Wtf, has the world has gone crazy while I was hiding from it?
Just last week I decided that I needed to be more aware of what is going on in the world. So I'm checking all the headlines a few times a day and reading various articles. It's worse than I remember. Much.
Is this summer more fucked up than usual? Or is it just my ignorance-is-bliss stance of late that has removed me from how crazy and hate-filled the human race can be?
Seriously -- why must people be filled with hate for other people simply because they don't look, or worship, or think like they do?
I'm not condoning Robin Williams suicide (also upsetting news), but honestly, the state of the world's affairs is seriously depressing and overwhelming. How do we effectively deal with it? There is so much sickness and death and bigotry and misunderstanding and greed and violence. Not to mention our own personal problems and struggles.
And the media? They are very little help. All this seriously upsetting shit is completely sensationalized. I mean, how long was the missing Malaysian plane the top story on CNN? (Or was it Fox? I haven't watched TV for months, so I'm not sure.) A month, two? Longer! Conspiracies, blame, live interviews, stinging sound bites. Anything to get the peeps to tune in.
And tune in they do. All day long. All night long. It's not good for you, people! (And you're only getting the story they're telling you.)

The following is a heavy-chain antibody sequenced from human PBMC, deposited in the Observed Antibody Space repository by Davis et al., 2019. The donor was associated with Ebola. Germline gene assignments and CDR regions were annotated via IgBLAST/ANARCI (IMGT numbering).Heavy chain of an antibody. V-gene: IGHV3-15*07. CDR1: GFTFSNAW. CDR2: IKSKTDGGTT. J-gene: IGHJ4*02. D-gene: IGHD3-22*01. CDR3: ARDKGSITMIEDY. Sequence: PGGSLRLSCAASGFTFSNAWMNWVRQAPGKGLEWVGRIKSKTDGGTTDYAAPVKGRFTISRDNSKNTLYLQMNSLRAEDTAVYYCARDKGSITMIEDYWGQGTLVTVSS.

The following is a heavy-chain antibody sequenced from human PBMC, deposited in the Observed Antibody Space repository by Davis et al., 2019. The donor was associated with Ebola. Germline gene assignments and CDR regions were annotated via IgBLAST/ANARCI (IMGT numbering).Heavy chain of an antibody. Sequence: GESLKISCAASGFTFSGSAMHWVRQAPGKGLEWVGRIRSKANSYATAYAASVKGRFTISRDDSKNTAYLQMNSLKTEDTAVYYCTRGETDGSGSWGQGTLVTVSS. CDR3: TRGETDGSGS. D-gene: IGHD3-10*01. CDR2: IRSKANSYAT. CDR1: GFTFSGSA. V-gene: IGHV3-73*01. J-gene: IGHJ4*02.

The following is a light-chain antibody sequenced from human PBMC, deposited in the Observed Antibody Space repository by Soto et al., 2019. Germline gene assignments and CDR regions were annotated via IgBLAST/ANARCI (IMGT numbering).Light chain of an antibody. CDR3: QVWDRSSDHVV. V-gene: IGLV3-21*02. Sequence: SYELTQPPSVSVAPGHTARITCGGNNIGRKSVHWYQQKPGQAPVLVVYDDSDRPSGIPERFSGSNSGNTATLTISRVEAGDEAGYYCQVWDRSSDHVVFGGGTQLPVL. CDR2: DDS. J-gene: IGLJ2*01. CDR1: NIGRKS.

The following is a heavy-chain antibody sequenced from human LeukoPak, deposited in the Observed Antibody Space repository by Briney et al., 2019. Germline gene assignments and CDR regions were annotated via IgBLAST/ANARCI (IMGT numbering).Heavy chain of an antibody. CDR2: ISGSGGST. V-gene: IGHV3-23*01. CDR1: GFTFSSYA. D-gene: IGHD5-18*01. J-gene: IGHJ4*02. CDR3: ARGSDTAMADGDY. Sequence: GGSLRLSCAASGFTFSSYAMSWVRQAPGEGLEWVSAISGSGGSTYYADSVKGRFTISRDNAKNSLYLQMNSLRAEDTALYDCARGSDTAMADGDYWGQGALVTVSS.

What is it about humans that draw us to bad news and tragedy? Why does traffic slow to a snail's pace even when the accident is cleared to the side of the road? Rubbernecking is for sickos.
I get that completely withdrawing from the events of the world is not the answer either, but can we get a little balance please?
There is amazing work going on in the world, and it gets so little air time. Why is that?
It does comfort me to know that the death of B K S Iyengar today (it was still last night here) is getting coverage in media outlets as diverse as the Wall Street Journal to The Guardian to Al Jazeera. And although the news of his death is on the one hand sad - he is with us no more - he was 95 years old and lived a life that made a difference to thousands (more likely hundreds of thousands) throughout the world. At least we can all agree that his work and life were inspirational, and worth reflecting upon.
So, here I offer you one of his better known quotes, one that reminds us (me) to seek equanimity even as the world falls apart around us.
“Yoga allows you to find an inner peace that is not ruffled and riled by the endless stresses and struggles of life.”